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Convict love token

Date: 1795
Overall: 2 x 34 mm
Medium: Copper
Credit Line: ANMM Collection
Classification:Coins and medals
Object Name: Token
Object No: 00040474

User Terms

    For the majority of convicts sent out to Australia transportation meant separation for life from family and friends. To ease the pain of departure many convicts made or had commissioned so called 'love tokens' as gifts, a practice that continued throughout the entire period of convict transportation to the Australian colonies from 1787 to 1868.

    This 1795 Anglesea penny was engraved on both sides and features the inscribed names of the sweethearts William Moreton on the front and Hannah Gold on the reverse. It is also decorated with engravings of a rose and two hearts with an arrow.
    SignificanceThis convict love token is representative of the experiences of forced separation on convicts sent to Australia during the late 18th century. It offers an insight into what it was like to be move to a distant land away from home and family.
    HistoryTransportation of British convicts to the remote colonies of New South Wales, Moreton Bay, Norfolk Island, Van Diemen's Land and Western Australia during the late 18th and first half of the 19th century caused much human loss and anguish. For although sentences in most cases were for seven or fourteen years, the isolation of the colonies and the high cost of the passage back from or out to the colonies was prohibitive. This meant separation, except for a lucky few, was for life.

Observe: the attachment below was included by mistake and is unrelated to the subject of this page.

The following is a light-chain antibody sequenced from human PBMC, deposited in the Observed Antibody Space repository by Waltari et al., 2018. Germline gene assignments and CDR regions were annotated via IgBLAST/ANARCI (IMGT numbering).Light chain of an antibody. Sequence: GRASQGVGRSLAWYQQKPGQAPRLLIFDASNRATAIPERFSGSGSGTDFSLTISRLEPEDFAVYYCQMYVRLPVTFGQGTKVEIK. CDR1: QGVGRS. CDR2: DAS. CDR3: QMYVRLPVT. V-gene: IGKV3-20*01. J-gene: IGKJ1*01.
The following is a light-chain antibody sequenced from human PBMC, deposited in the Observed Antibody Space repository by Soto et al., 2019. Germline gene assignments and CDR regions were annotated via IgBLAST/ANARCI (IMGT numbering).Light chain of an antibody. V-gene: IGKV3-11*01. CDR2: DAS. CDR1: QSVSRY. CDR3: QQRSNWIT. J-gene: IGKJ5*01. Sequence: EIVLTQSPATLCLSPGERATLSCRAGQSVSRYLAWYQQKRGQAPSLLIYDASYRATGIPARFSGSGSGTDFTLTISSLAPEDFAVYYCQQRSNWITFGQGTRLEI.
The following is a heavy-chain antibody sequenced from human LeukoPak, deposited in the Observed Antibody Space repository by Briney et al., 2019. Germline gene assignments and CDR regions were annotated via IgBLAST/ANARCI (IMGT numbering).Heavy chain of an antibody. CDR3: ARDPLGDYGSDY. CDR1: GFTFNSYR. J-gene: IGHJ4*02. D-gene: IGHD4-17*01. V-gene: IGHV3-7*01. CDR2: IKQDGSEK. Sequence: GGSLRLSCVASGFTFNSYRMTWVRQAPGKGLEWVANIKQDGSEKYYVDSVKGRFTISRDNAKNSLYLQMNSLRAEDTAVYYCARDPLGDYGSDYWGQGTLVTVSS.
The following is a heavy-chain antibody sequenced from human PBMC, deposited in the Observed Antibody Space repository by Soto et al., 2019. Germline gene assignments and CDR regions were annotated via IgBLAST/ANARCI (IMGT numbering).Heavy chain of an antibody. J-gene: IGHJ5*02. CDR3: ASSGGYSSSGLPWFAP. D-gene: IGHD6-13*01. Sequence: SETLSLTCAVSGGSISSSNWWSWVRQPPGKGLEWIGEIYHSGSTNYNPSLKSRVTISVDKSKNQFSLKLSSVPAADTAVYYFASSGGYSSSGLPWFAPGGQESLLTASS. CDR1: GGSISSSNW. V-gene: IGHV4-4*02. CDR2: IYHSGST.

By engraving low denomination copper coins, like this Anglesea penny, convicts under sentence of transportation, in prisons or onboard the hulks, could write of their sorrow using rhyming couplets, by engraving images of themselves in chains, by engraving signs of their life in freedom (houses, bottles, flowers, hearts, arrows, anchors and Masonic symbols) or by engraving their names or initials alongside those of their loved ones on the token. These tokens, also known as 'leaden hearts' were then left with their loved ones as mementoes.

    Their purpose was to comfort the recipient, and to keep alive the memory and relationships of a convict transported to the far side of the world. The tokens' very tangibility both as the voice and personal belonging of a convict makes them unique as a record since most other convict associated material was produced by the system that caught, tried, jailed, transported and in some cases reformed them. It is a sad fact that convict love tokens remain one of the few classes of items convicts made, or had made, purely of their own volition not as part of their punishment or sentence and as such they are unique in their humanising of a class that the convict transportation system did its best to isolate and dehumanise.

    Although some inscriptions were quite elaborate most of the messages express a simple regret at leaving their family and their homeland, and indeed many of the inscriptions are repeated on different tokens. It is probable that workshop-like conditions may have existed in the prisons or onboard the hulks where the tokens were produced in large numbers (although few survive today) by a tradesman or even a skilled fellow-convict, who filled in the names or initials as required.
    Additional Titles

    Web title: Convict love token

    Primary title: William Moreton 1795 (front) Hannah Gold 1795 (verso)

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